In this way tools like Control Charts become predictive tools because they give a clear picture of when something lies outside the norm and trigger a clear need for action. In the same way, our learning modules on – Setting The Right Targets are encouraging people to think of the underlying dynamics of all kinds of metrics. In the same way, we need to review underlying dynamics of all kinds of metrics, as we explore in our learning modules on Setting The Right Targets.
The future of dashboards
The next step is for dashboards to include predictive metrics, which look forward. In planning teams, budgets have done this for a long time. We don’t just include forecasts of demand but predict what this will mean when balanced with supply and analysed according to an (ever increasing number of) scenarios and assumptions. In Quality, we can show advisors, managers or product owners what will happen if certain behaviours continue current trends or what would happen if the average performance moved, or the lower quartile were raised to the average or certain outliers were corrected.
Forward-focussed displays and reports can help show the impact of different decisions and actions, especially if they are embedded in some interactive system, as a what-if tool for users. We are drawn to ask: what happens if we do this? The fourth stage of insight is more goal based, working back from strategic objectives to focus on how we deliver what matters most. As a result, everyone can be focussing on the future, as well as asking the question ‘why?’ We crowd-source insight! With the rapid growth of data tools such as PowerBI this is accelerating. We are moving slowly away from EXCEL or Email as the prime means of reporting. Another key feature is the ability to track and report on what you do with reports (access, usage etc). What if frontline advisors could spell out for themselves the difference they would make, if they did some things differently?
Changing roles and the need for collaboration
This is a big change from our separate roles in the past, when planners produced a forecast for scheduling and MI analysts reported what happened. When time permitted, there always has been some great analysis of why something was happening and what we could do on the back of that. Today, best practice sets the bar high, joining up our approaches and making predictive analysis the norm not the exception.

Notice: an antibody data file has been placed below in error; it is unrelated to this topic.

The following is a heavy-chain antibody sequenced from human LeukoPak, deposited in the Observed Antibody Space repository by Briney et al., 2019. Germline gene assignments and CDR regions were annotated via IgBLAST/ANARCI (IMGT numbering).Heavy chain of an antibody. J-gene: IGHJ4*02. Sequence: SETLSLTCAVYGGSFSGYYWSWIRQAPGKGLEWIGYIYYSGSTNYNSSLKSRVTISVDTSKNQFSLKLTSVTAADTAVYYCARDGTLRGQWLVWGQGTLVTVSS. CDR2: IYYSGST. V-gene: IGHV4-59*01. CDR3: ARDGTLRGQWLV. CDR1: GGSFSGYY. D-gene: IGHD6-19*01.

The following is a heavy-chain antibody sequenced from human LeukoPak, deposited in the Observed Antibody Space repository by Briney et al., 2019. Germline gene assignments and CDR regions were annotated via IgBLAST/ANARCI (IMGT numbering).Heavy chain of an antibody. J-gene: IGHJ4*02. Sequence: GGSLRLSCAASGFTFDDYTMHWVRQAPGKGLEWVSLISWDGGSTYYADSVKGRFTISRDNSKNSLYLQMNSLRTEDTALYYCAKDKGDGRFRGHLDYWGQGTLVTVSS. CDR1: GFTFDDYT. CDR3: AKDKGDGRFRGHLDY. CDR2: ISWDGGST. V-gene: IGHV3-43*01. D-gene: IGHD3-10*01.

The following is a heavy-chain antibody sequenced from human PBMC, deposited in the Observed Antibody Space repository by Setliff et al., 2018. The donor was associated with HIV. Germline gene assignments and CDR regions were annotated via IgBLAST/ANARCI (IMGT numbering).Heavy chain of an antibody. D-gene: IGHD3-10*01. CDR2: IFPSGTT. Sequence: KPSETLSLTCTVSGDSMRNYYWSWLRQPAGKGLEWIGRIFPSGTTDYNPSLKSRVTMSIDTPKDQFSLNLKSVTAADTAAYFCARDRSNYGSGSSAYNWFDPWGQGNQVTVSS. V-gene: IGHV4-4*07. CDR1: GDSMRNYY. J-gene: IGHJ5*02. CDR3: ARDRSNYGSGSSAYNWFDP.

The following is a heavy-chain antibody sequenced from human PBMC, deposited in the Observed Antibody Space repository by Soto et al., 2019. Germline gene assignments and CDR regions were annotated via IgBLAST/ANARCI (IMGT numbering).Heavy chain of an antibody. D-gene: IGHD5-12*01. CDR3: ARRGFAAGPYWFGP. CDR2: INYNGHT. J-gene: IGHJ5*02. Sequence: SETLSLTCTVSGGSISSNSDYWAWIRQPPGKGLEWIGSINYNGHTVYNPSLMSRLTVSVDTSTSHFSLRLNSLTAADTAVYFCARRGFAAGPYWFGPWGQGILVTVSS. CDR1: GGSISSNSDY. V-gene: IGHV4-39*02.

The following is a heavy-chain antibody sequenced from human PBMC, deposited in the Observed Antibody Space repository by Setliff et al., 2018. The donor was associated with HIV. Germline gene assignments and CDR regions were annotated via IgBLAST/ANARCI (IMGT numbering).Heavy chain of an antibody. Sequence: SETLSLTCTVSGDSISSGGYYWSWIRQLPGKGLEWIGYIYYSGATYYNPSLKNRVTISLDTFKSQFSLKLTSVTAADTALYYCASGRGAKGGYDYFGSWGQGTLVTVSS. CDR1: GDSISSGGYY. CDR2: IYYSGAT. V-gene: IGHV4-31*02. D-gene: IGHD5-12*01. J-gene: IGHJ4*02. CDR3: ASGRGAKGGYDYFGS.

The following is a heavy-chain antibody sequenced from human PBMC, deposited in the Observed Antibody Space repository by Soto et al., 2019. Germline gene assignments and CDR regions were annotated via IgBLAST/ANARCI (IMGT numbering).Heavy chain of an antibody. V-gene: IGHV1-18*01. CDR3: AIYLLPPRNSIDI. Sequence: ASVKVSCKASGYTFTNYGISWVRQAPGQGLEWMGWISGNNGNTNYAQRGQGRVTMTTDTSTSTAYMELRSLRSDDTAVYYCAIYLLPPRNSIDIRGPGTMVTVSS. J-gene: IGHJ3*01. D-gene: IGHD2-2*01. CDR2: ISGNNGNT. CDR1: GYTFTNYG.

This means much of it needs to be quick and easy to do, even better if it’s automated. This doesn’t mean that we are all doing similar roles. Instead, a team will blend skills, as we see already in many insight teams with technical developers, data scientists, analytics specialists, and those whose role is primarily to engage. Cross-functional teams are also common now, such as planning teams with access to dedicated data scientist or developers, or comms/quality teams with a strong analysis or programming skill set. In any case, you don’t have to be in the same actual team to collaborate!
If predictive analysis is to make it easy to see when we go off track, like a plan or roadmap, or to enable realtime process automation, there are many questions we will need to address. What does accuracy mean for this kind of analysis? What systems, skills and procedures do you need for data collection and interpretation? If we have well-trusted predictive metrics, can we automate more? What needs to be in place to empower the necessary rapid actions, for us to be truly agile? What would happen if more data analysis were automated so that we had this open up for us every morning, like our email inbox does now, or lined up every week for a stakeholder review? This much is clear already: engagement and trust will be the key to unlocking the power of predictive analysis.
Finally, remember that your processes, behaviours, and customer expectations are constantly changing. This means that your models need to be reviewed regularly, within an appropriate governance framework. In planning, this is important throughout the planning cycle, in Budget Planning and Operational Readiness for instance. In insight or quality what is our review framework? The true measure of success for insight or forecasts lies in what we do with this information and how much it is trusted.
Author: Paul Smedley & Ian Roberston
Date: 27th April 2021